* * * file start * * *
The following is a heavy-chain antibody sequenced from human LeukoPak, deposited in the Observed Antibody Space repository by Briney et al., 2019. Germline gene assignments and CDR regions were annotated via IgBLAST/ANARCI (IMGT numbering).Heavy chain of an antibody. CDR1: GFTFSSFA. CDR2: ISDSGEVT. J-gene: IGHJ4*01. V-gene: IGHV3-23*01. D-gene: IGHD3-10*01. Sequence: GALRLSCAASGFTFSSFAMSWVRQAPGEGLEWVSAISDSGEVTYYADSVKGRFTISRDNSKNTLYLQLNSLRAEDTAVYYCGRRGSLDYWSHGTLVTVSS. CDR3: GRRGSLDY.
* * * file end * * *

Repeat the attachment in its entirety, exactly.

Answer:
The following is a heavy-chain antibody sequenced from human LeukoPak, deposited in the Observed Antibody Space repository by Briney et al., 2019. Germline gene assignments and CDR regions were annotated via IgBLAST/ANARCI (IMGT numbering).Heavy chain of an antibody. CDR1: GFTFSSFA. CDR2: ISDSGEVT. J-gene: IGHJ4*01. V-gene: IGHV3-23*01. D-gene: IGHD3-10*01. Sequence: GALRLSCAASGFTFSSFAMSWVRQAPGEGLEWVSAISDSGEVTYYADSVKGRFTISRDNSKNTLYLQLNSLRAEDTAVYYCGRRGSLDYWSHGTLVTVSS. CDR3: GRRGSLDY.